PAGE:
Therapeutic Potential of Dermal Cells Following Transplantation and In Vivo Myogenic Conversion in Dystrophic Muscle
Muir, Lindsey Allison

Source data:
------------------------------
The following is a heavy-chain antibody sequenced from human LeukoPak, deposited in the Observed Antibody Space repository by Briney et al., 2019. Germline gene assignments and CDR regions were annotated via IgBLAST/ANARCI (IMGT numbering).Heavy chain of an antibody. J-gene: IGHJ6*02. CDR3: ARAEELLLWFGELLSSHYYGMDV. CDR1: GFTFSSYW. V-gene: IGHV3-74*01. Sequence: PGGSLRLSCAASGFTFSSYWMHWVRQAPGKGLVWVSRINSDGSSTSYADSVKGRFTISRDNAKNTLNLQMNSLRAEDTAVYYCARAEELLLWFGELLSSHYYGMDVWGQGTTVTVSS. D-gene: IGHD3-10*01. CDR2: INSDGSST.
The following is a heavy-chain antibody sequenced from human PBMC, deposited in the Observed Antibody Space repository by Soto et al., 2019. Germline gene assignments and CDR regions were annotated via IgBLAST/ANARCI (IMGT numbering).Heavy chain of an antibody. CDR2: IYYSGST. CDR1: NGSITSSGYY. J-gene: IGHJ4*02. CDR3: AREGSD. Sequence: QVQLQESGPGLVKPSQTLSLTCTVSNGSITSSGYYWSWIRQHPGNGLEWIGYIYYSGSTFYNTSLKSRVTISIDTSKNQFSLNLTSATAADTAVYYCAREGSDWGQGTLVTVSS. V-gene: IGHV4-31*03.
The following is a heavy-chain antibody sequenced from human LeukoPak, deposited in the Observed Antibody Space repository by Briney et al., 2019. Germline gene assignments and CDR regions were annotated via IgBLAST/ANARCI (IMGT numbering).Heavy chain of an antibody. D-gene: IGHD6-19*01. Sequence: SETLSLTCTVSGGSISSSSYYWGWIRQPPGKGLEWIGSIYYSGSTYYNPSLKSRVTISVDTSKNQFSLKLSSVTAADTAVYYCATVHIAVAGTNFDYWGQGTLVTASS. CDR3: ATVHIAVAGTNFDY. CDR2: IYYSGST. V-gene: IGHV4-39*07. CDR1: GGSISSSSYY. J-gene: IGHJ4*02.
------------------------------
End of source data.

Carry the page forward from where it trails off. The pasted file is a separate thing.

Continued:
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Cell-based therapies have the potential to contribute to functional muscle regeneration in Duchenne muscular dystrophy (DMD) and other muscle disorders. Various cell types have been studied for their ability to fulfill this requirement, with reports of high engraftment after transplantation into muscle. However, studies rarely demonstrate improvements in whole muscle function, and very few have characterized cell populations that are amenable to autologous transplantation. To this end, we have characterized the in vitro and in vivo potential of dermal fibroblasts in the <italic>mdx</italic><super>4cv</super> mouse model of DMD. Fibroblasts were isolated from transgenic mice carrying a minidystrophin gene, transduced with a lentiviral vector carrying tamoxifen-inducible MyoD, and transplanted into muscles of <italic>mdx</italic><super>4cv</super> mice to model ex vivo gene therapy for DMD. Treatment of host mice with tamoxifen drove conversion of transduced fibroblasts into myogenic cells that fused into muscle fibers that subsequently expressed high levels of minidystrophin. Transplantation of various cell doses revealed a limit for reliable engraftment of up to 1 x 10<super>6</super> cells in single injections. In vivo converted dermal fibroblasts engrafted similarly to primary myoblasts, with up to 30% of the host muscle expressing minidystrophin. We found no evidence of fibrosis or structural abnormalities following in vivo conversion of dermal fibroblasts. However, these muscles showed no improvement in force development or protection from contraction-induced injury. We hypothesized that engraftment was below a threshold for improvement of contractile properties in dystrophic muscle, and therefore tested whether a cocktail of pro-survival factors could enhance engraftment. A quantitative PCR-based method allowing rapid screening for these cells in host tissue revealed significant early cell death, and a nearly 3-fold increase in engraftment when cells were injected intramuscularly with the pro-survival cocktail. Histologic analysis showed increased dystrophin-positive fiber number, area engrafted, and spread of engrafted cells with the pro-survival cocktail. Furthermore, engraftment of cells with pro-survival cocktail led to modest but statistically significant protection from contraction-induced injury over <italic>mdx</italic><super>4cv</super> controls. The clinical relevance of this strategy lies in the transplantation of autologous cells that can survive and form functional muscle fibers without prior muscle irradiation or toxin treatment in immunocompetent hosts.